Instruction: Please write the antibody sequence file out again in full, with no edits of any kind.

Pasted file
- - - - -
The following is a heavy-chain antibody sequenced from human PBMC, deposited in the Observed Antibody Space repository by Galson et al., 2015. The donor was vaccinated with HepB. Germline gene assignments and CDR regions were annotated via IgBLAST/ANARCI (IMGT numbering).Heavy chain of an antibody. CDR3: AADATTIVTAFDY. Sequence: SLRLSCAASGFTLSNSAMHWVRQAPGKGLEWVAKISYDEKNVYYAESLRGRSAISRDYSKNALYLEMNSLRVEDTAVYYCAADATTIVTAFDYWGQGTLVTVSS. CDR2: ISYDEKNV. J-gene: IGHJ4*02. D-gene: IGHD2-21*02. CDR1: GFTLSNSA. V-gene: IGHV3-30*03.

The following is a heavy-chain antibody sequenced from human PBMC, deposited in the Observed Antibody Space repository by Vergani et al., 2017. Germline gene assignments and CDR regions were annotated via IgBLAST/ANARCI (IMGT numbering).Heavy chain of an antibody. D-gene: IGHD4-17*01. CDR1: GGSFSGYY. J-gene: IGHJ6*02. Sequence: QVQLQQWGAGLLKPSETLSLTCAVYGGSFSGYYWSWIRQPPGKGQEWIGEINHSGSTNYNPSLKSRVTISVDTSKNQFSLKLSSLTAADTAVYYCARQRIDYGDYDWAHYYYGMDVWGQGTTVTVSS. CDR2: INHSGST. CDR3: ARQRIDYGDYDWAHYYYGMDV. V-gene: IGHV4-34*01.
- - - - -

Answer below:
The following is a heavy-chain antibody sequenced from human PBMC, deposited in the Observed Antibody Space repository by Galson et al., 2015. The donor was vaccinated with HepB. Germline gene assignments and CDR regions were annotated via IgBLAST/ANARCI (IMGT numbering).Heavy chain of an antibody. CDR3: AADATTIVTAFDY. Sequence: SLRLSCAASGFTLSNSAMHWVRQAPGKGLEWVAKISYDEKNVYYAESLRGRSAISRDYSKNALYLEMNSLRVEDTAVYYCAADATTIVTAFDYWGQGTLVTVSS. CDR2: ISYDEKNV. J-gene: IGHJ4*02. D-gene: IGHD2-21*02. CDR1: GFTLSNSA. V-gene: IGHV3-30*03.

The following is a heavy-chain antibody sequenced from human PBMC, deposited in the Observed Antibody Space repository by Vergani et al., 2017. Germline gene assignments and CDR regions were annotated via IgBLAST/ANARCI (IMGT numbering).Heavy chain of an antibody. D-gene: IGHD4-17*01. CDR1: GGSFSGYY. J-gene: IGHJ6*02. Sequence: QVQLQQWGAGLLKPSETLSLTCAVYGGSFSGYYWSWIRQPPGKGQEWIGEINHSGSTNYNPSLKSRVTISVDTSKNQFSLKLSSLTAADTAVYYCARQRIDYGDYDWAHYYYGMDVWGQGTTVTVSS. CDR2: INHSGST. CDR3: ARQRIDYGDYDWAHYYYGMDV. V-gene: IGHV4-34*01.